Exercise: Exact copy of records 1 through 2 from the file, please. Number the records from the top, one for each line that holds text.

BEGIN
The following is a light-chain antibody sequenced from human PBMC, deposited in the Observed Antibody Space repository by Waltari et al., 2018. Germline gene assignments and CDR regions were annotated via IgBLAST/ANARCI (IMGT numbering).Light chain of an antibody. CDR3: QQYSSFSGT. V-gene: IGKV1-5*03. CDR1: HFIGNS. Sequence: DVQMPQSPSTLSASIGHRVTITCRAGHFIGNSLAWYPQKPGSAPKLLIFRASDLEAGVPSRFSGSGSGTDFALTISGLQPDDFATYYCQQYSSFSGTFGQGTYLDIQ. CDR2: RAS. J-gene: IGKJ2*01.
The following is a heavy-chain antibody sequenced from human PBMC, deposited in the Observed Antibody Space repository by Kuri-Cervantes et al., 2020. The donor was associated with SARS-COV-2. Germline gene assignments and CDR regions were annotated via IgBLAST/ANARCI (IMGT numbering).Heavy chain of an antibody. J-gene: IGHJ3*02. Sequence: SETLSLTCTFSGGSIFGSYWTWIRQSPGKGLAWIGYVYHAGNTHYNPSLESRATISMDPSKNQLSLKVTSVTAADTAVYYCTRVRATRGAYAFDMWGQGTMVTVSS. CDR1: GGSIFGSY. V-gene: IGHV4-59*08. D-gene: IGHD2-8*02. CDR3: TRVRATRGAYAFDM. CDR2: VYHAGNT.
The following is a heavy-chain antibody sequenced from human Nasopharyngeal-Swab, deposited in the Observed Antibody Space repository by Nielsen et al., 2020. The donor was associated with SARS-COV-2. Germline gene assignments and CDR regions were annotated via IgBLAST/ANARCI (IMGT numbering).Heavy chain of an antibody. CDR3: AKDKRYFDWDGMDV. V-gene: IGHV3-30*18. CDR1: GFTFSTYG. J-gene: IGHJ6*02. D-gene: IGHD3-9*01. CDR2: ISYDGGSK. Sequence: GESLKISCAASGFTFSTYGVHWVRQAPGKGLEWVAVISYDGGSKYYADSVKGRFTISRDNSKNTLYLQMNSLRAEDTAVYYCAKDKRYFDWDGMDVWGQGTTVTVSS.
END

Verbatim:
The following is a light-chain antibody sequenced from human PBMC, deposited in the Observed Antibody Space repository by Waltari et al., 2018. Germline gene assignments and CDR regions were annotated via IgBLAST/ANARCI (IMGT numbering).Light chain of an antibody. CDR3: QQYSSFSGT. V-gene: IGKV1-5*03. CDR1: HFIGNS. Sequence: DVQMPQSPSTLSASIGHRVTITCRAGHFIGNSLAWYPQKPGSAPKLLIFRASDLEAGVPSRFSGSGSGTDFALTISGLQPDDFATYYCQQYSSFSGTFGQGTYLDIQ. CDR2: RAS. J-gene: IGKJ2*01.
The following is a heavy-chain antibody sequenced from human PBMC, deposited in the Observed Antibody Space repository by Kuri-Cervantes et al., 2020. The donor was associated with SARS-COV-2. Germline gene assignments and CDR regions were annotated via IgBLAST/ANARCI (IMGT numbering).Heavy chain of an antibody. J-gene: IGHJ3*02. Sequence: SETLSLTCTFSGGSIFGSYWTWIRQSPGKGLAWIGYVYHAGNTHYNPSLESRATISMDPSKNQLSLKVTSVTAADTAVYYCTRVRATRGAYAFDMWGQGTMVTVSS. CDR1: GGSIFGSY. V-gene: IGHV4-59*08. D-gene: IGHD2-8*02. CDR3: TRVRATRGAYAFDM. CDR2: VYHAGNT.